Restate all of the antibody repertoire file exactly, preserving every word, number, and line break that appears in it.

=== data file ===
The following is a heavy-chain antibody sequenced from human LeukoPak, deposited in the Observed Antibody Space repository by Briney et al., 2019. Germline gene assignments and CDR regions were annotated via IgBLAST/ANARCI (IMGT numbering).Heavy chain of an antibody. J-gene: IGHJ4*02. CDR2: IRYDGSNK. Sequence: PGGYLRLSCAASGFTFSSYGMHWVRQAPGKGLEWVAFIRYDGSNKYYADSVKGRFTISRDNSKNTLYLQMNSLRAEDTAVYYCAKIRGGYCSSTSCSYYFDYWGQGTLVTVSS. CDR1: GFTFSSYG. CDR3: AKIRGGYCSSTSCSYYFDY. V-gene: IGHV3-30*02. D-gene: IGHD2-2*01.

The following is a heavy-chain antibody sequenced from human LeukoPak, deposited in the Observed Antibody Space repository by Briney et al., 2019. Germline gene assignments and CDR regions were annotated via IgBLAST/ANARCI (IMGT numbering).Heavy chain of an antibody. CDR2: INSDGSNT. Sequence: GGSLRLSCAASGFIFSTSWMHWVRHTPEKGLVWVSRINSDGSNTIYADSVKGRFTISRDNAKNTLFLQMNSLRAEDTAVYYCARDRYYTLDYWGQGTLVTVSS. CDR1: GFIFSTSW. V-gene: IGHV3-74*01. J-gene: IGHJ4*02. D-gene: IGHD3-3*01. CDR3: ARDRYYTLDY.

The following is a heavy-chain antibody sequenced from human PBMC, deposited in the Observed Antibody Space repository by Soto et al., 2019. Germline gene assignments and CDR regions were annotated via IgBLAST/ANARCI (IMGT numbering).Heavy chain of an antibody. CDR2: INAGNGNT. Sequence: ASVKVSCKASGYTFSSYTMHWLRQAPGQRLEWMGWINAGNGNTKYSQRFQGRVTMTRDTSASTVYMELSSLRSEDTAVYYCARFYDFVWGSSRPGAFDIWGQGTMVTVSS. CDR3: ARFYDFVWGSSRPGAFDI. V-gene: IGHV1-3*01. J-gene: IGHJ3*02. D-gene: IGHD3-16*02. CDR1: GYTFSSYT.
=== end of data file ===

The following is a heavy-chain antibody sequenced from human LeukoPak, deposited in the Observed Antibody Space repository by Briney et al., 2019. Germline gene assignments and CDR regions were annotated via IgBLAST/ANARCI (IMGT numbering).Heavy chain of an antibody. J-gene: IGHJ4*02. CDR2: IRYDGSNK. Sequence: PGGYLRLSCAASGFTFSSYGMHWVRQAPGKGLEWVAFIRYDGSNKYYADSVKGRFTISRDNSKNTLYLQMNSLRAEDTAVYYCAKIRGGYCSSTSCSYYFDYWGQGTLVTVSS. CDR1: GFTFSSYG. CDR3: AKIRGGYCSSTSCSYYFDY. V-gene: IGHV3-30*02. D-gene: IGHD2-2*01.

The following is a heavy-chain antibody sequenced from human LeukoPak, deposited in the Observed Antibody Space repository by Briney et al., 2019. Germline gene assignments and CDR regions were annotated via IgBLAST/ANARCI (IMGT numbering).Heavy chain of an antibody. CDR2: INSDGSNT. Sequence: GGSLRLSCAASGFIFSTSWMHWVRHTPEKGLVWVSRINSDGSNTIYADSVKGRFTISRDNAKNTLFLQMNSLRAEDTAVYYCARDRYYTLDYWGQGTLVTVSS. CDR1: GFIFSTSW. V-gene: IGHV3-74*01. J-gene: IGHJ4*02. D-gene: IGHD3-3*01. CDR3: ARDRYYTLDY.

The following is a heavy-chain antibody sequenced from human PBMC, deposited in the Observed Antibody Space repository by Soto et al., 2019. Germline gene assignments and CDR regions were annotated via IgBLAST/ANARCI (IMGT numbering).Heavy chain of an antibody. CDR2: INAGNGNT. Sequence: ASVKVSCKASGYTFSSYTMHWLRQAPGQRLEWMGWINAGNGNTKYSQRFQGRVTMTRDTSASTVYMELSSLRSEDTAVYYCARFYDFVWGSSRPGAFDIWGQGTMVTVSS. CDR3: ARFYDFVWGSSRPGAFDI. V-gene: IGHV1-3*01. J-gene: IGHJ3*02. D-gene: IGHD3-16*02. CDR1: GYTFSSYT.